Christopher B. Steiner
Between 1841 and 1865 some 38 million visitors paid the 25 cents admission to enter P.T. Barnum’s “American Museum” on the corner of Broadway and Ann Street in New York City. The museum housed a bizarre collection of natural history and human oddities -- dioramas, a flea circus, a loom run by a dog, the trunk of a tree under which Jesus’ disciples sat, a hat worn by Ulysses S. Grant, waxworks, glass blowers, taxidermists, phrenologists, the so-called Feejee Mermaid, a menagerie of exotic animals, and a freak show of giants and midgets, including the world famous 25-inch tall General Tom Thumb. In its day, Barnum’s American Museum enchanted mass audiences and, at the same time, was derided by the cultural elite who saw its popular amusements and sideshow attractions as nothing more than an illegitimate cultural form that made a mockery of the “museum” as it had been originally conceived and developed in Europe. On July 13, 1865 (to the delight of its critics) the American Museum and most of its collections burned to the ground -- never to re-open again.
Less than a decade after the American Museum was relegated to the ash heaps of history, the Metropolitan Museum of Art and the American Museum of Natural History both opened their doors to the public at the opposite end of Manhattan from the smoldering ruins of Barnum’s populist emporium. Conceived in direct opposition to Barnum’s museum, these new formidable institutions (one devoted to art, the other to science) recalibrated the starting point for an acceptable genealogy of American museums, and provided a legitimate model of the “museum” as an institution for the protection and projection of national culture and pride. It is this “official” history of museums in America that dominates the professional memory of institutional identity; and it is this history of museums that generally foregrounds any programmatic speculations on the future course of museums into the next century.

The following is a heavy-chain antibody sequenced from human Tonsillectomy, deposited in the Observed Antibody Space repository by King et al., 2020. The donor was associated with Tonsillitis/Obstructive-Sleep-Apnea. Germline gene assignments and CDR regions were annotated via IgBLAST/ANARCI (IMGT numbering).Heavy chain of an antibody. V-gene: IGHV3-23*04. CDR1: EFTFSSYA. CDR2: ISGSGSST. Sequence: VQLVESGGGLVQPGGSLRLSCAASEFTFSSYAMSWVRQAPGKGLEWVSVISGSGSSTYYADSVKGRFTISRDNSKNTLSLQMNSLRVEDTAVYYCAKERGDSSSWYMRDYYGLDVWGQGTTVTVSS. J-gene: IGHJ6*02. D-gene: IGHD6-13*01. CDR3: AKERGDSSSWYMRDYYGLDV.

Yet, despite its dramatic demise in a ball of flames, the passing of Barnum’s American Museum did not bring to a definitive end the persistence of alternative or outsider museums that operate on the fringe of official museum culture. Indeed scores of museums in America continue to occupy the liminal space of unorthodox exhibitions -- of dubious intellectual value and questionable authenticity -- once dominated by Barnum’s populist model of the museum as a site of cultural spectacle and bewildering phenomena.
In this paper, I will explore the role of such alternative museum spaces in shaping both the “other” history of museums in America, and as a guide to better forecasting the future of museums as we head into the 21st century. Specifically, this paper will investigate the Nut Museum (in Old Lyme, Connecticut) as a illuminating case study of a museum operating on the fringes of official culture. Founded in her home in 1972 by artist Elizabeth Tashjian, the Nut Museum offered visitors an eclectic tour of nut-inspired sculptures and paintings, performances of the “Nut Anthem” and “Nuts are Beautiful” sung by Ms. Tashjian, and philosophical ramblings on the “nutty” origins of Man based on the suggestively procreative form of a massive 40-pound Coco de Mer.
Destabilizing and disorienting, the quirky and unconventional museum-visit offered an alternative to official museum spaces. And it is on the basis of this outsider alternative to official museum culture where we might begin to gain insight into a future of the 21st-century museum that traces its roots not only to the official history of museums in America but also to the silent history of museums that operate on the margins of legitimate culture.